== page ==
Colour realism of the 1930s prevailed in the generation or two that came from the Zagreb academy (France Mihelič, Maksim Sedej, early Zoran Mušič, and Gabriel Stupica), and their counterpart Gojmir Anton Kos is an outstanding representative of pure painting which likewise drew on the orthodox premises of Courbet’s and Manet’s realism. Among the sculptors, Frančišek Smerdu belongs to this generation. These representatives, who with authority and teaching zeal settled in the core of the newly established Ljubljana academy, helped to spread modernist trends in the second half of the century, which were all to the end of the 1970s still influenced by the authority of Paris as the principal art centre. Younger artists, such as Marij Pregelj among painters and Jakob Savinšek, Drago Tršar and Stojan Batič among sculptors, belong to this eminent company. Representatives of Italian painting of the 1930s, such as Gino Severini, Giorgio Morandi and Filippo de Pisis, demonstrate that Slovenian art in this century surpassed the limits of regional ambitions as well as achievements.
OwnerBirth - death
Anonymous -
Stojan Batič (Trbovlje, 1925 − Ljubljana, 2015)
Mirsad Begić (*Glamoč, 1953)
Gvidon Birolla (Trieste, 1881 − Ljubljana, 1963)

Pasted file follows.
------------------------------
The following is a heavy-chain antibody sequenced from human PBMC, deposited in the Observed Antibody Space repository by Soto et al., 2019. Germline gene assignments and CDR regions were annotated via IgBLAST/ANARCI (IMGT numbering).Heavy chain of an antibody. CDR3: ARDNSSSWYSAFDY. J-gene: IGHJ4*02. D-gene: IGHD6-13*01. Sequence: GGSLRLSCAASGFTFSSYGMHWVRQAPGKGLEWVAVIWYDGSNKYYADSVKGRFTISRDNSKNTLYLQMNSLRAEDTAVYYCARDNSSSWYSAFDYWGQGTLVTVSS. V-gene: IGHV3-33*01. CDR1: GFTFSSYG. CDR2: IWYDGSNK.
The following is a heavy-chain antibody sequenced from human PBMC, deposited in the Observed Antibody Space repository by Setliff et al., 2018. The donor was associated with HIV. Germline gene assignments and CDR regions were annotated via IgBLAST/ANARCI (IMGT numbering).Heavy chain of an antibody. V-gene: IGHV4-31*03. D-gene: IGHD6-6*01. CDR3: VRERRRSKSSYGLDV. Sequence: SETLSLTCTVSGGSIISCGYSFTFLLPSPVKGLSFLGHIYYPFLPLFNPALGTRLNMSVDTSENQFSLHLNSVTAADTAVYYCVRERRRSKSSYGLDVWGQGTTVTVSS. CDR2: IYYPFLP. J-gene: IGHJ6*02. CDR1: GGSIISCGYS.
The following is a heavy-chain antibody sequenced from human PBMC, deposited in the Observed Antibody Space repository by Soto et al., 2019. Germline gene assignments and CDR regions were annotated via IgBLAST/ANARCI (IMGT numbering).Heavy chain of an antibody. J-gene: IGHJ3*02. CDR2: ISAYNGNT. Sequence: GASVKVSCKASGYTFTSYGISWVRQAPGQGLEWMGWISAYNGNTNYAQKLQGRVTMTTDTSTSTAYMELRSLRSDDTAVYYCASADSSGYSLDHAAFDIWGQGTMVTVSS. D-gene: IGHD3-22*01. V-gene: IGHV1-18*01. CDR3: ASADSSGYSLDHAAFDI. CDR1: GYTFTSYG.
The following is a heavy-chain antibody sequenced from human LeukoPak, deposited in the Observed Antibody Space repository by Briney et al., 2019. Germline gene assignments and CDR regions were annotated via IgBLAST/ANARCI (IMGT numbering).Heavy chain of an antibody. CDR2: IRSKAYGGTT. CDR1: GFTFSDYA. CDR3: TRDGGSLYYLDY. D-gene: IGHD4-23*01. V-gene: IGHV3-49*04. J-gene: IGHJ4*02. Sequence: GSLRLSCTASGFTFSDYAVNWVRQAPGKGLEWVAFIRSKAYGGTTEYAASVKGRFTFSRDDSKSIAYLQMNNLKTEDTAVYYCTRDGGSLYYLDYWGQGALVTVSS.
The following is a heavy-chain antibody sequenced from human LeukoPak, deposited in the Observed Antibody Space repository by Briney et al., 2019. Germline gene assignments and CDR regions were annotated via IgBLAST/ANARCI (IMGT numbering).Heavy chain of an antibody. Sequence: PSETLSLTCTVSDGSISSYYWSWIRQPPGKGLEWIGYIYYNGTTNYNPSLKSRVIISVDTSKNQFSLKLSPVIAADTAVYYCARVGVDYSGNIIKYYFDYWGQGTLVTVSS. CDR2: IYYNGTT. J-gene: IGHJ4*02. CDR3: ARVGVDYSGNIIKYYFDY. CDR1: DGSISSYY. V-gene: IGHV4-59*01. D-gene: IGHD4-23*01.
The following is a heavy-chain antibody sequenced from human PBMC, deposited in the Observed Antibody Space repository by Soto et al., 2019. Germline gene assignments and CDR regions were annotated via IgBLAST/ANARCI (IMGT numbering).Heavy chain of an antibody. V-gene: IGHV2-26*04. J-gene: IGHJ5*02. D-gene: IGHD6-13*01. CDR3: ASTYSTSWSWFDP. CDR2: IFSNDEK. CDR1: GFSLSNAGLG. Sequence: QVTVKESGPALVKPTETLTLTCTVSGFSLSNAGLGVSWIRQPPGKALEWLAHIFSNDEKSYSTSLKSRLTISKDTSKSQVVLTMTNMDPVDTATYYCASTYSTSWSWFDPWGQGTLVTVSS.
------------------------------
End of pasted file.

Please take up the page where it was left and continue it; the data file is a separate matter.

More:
Renato Birolli (Verona, 1907 – Milan, 1959)
Massimo Campigli (Berlin, 1895 – Saint-Tropez, 1971)
Filippo De Pisis (Ferrara, 1896 – Milan, 1956)
Lojze Dolinar (Ljubljana, 1893 − Ičići, Opatija, 1970)
France Gorše (Zamostec, Sodražica, 1897 − Golnik, 1986)
Rihard Jakopič (Ljubljana, 1869–1943)
Matija Jama (Ljubljana, 1872–1947)
Zdenko Kalin (Solkan, Gorizia, 1911 − Ljubljana, 1990)
Fran Klemenčič (Ljubljana, 1880−1961)
Ivana Kobilca (Ljubljana, 1861–1926)
Gojmir Anton Kos (Gorizia, 1896 − Ljubljana, 1970)
Tone Kralj (Zagorica, Dobrepolje, 1900 − Ljubljana, 1975)
France Kralj (Zagorica, Dobrepolje, 1895 – Ljubljana, 1960)
Stane Kregar (Zapuže, 1905 − Ljubljana, 1973)
Peter Loboda (Domžale, 1894 − Ljubljana, 1952)
Filip Andreievich Maliavine (Orenburg, 1869 – Nice, 1940)
France Mihelič (Virmaše, Škofja Loka, 1907 − Ljubljana, 1998)
Giorgio Morandi (Bologna, 1890–1964)
Zoran Mušič (Bukovica near Gorizia, 1909 – Venice, 2005)
Ivan Napotnik (Zavodnje, Šoštanj, 1888 − Šoštanj, 1960)
Cipriano Efisio Oppo (Rome, 1891–1962)
Veno Pilon (Ajdovščina, 1896−1970)
Marij Pregelj (Kranj, 1913 − Ljubljana, 1967)
Alojzij Repič (Vrhpolje, 1866 – Ljubljana, 1941)
Janko Samsa (Žirje, Sežana)
Jakob Savinšek (Kamnik, 1922 − Kirchheim, 1961)
Maksim Sedej (Dobračeva, Žiri, 1909 − Ljubljana, 1974)
Gino Severini (Cortona, 1883 – Paris, 1966)
Frančišek Smerdu (Postojna, 1908 − Ljubljana, 1964)
Matej Sternen (Verd, 1870 – Ljubljana, 1949)
Gabrijel Stupica (Dražgoše, 1913 – Ljubljana, 1990)
Saša Šantel (Gorizia, 1883 − Ljubljana, 1945)
Fran Tratnik (Potok, Nazarje, 1881 − Ljubljana, 1957)
Drago Tršar (*Planina, Rakek, 1927 – Ljubljana, 2023)
Ivan Vavpotič (Kamnik, 1877 – Ljubljana, 1943)
Alexej von Jawlensky (Torzhok, 1864 – Wiesbaden, 1941)